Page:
Mutations of different components of the dystrophin-glycoprotein complex (DGC) cause muscular dystrophies that vary in terms of severity, age of onset, and selective involvement of muscle groups. Although the primary pathogenetic processes in the muscular dystrophies have clearly been identified as apoptotic and necrotic muscle cell death, the pathogenetic mechanisms that lead to cell death remain to be determined. Studies of components of the DGC in muscle and in nonmuscle tissues have revealed that the DGC is undoubtedly a multifunctional complex and a highly dynamic structure, in contrast to the unidimensional concept of the DGC as a mechanical component in the cell. Analysis of the DGC reveals compelling analogies to two other membrane-associated protein complexes, namely integrins and caveolins. Each of these complexes mediates signal transduction cascades in the cell, and disruption of each complex causes muscular dystrophies. The signal transduction cascades associated with the DGC, like those associated with integrins and caveolins, play important roles in cell survival signaling, cellular defense mechanisms, and regulation of the balance between cell survival and cell death. This review focuses on the functional components of the DGC, highlighting the evidence of their participation in cellular signaling processes important for cell survival. Elucidating the link between these functional components and the pathogenetic processes leading to cell death is the foremost challenge to understanding the mechanisms of disease expression in the muscular dystrophies due to defects in the DGC.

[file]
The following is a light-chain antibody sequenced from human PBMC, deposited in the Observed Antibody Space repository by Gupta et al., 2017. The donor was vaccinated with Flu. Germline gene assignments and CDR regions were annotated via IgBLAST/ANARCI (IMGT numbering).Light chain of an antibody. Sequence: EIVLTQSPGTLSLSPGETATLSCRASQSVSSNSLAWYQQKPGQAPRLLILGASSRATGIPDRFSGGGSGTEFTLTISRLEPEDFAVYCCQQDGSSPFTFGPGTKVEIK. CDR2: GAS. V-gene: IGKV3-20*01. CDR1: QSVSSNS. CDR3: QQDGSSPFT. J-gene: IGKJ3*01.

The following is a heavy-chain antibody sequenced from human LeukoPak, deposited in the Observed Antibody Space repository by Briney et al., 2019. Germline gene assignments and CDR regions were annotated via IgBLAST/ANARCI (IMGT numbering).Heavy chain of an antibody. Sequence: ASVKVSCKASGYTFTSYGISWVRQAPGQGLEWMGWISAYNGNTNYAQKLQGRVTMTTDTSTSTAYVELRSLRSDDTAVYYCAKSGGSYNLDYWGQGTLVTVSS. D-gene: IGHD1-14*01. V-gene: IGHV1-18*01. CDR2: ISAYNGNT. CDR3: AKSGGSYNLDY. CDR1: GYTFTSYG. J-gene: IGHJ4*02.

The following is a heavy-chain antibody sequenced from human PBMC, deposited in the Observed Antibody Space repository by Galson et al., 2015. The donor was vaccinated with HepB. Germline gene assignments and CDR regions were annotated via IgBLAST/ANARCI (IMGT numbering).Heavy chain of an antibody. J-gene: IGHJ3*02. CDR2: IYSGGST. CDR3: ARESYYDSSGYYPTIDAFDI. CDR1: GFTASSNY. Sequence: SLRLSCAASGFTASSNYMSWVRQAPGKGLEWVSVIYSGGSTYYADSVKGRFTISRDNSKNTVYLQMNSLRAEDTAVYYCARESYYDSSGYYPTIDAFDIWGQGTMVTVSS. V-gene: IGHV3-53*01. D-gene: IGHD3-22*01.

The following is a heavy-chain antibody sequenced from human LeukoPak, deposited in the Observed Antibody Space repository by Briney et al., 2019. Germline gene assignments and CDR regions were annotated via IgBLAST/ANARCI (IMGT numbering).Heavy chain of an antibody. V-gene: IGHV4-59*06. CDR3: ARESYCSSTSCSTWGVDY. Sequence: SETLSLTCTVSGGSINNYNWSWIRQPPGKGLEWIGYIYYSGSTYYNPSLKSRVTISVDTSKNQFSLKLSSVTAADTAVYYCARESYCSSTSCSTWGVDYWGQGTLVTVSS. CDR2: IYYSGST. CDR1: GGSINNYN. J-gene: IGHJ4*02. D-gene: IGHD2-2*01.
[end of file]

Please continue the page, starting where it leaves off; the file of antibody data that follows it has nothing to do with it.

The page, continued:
Copyright 2001 John Wiley & Sons, Inc.